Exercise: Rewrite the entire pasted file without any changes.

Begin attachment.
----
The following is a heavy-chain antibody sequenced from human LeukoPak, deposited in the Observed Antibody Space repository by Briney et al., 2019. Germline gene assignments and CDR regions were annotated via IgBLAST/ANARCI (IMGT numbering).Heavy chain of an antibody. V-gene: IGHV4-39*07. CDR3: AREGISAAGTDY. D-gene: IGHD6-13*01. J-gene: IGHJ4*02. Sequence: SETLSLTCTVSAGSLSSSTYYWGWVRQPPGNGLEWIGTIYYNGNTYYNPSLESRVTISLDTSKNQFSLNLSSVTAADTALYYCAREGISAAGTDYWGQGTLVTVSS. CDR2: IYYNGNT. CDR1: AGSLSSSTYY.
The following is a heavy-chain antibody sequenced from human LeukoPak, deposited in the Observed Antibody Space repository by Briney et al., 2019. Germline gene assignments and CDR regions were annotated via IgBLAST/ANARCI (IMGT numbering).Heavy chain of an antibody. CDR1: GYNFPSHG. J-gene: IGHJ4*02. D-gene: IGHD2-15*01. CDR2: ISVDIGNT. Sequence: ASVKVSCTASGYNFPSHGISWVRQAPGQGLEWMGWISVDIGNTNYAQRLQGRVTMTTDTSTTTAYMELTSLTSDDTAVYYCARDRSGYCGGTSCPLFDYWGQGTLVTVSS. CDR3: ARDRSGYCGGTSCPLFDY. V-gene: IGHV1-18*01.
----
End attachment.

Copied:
The following is a heavy-chain antibody sequenced from human LeukoPak, deposited in the Observed Antibody Space repository by Briney et al., 2019. Germline gene assignments and CDR regions were annotated via IgBLAST/ANARCI (IMGT numbering).Heavy chain of an antibody. V-gene: IGHV4-39*07. CDR3: AREGISAAGTDY. D-gene: IGHD6-13*01. J-gene: IGHJ4*02. Sequence: SETLSLTCTVSAGSLSSSTYYWGWVRQPPGNGLEWIGTIYYNGNTYYNPSLESRVTISLDTSKNQFSLNLSSVTAADTALYYCAREGISAAGTDYWGQGTLVTVSS. CDR2: IYYNGNT. CDR1: AGSLSSSTYY.
The following is a heavy-chain antibody sequenced from human LeukoPak, deposited in the Observed Antibody Space repository by Briney et al., 2019. Germline gene assignments and CDR regions were annotated via IgBLAST/ANARCI (IMGT numbering).Heavy chain of an antibody. CDR1: GYNFPSHG. J-gene: IGHJ4*02. D-gene: IGHD2-15*01. CDR2: ISVDIGNT. Sequence: ASVKVSCTASGYNFPSHGISWVRQAPGQGLEWMGWISVDIGNTNYAQRLQGRVTMTTDTSTTTAYMELTSLTSDDTAVYYCARDRSGYCGGTSCPLFDYWGQGTLVTVSS. CDR3: ARDRSGYCGGTSCPLFDY. V-gene: IGHV1-18*01.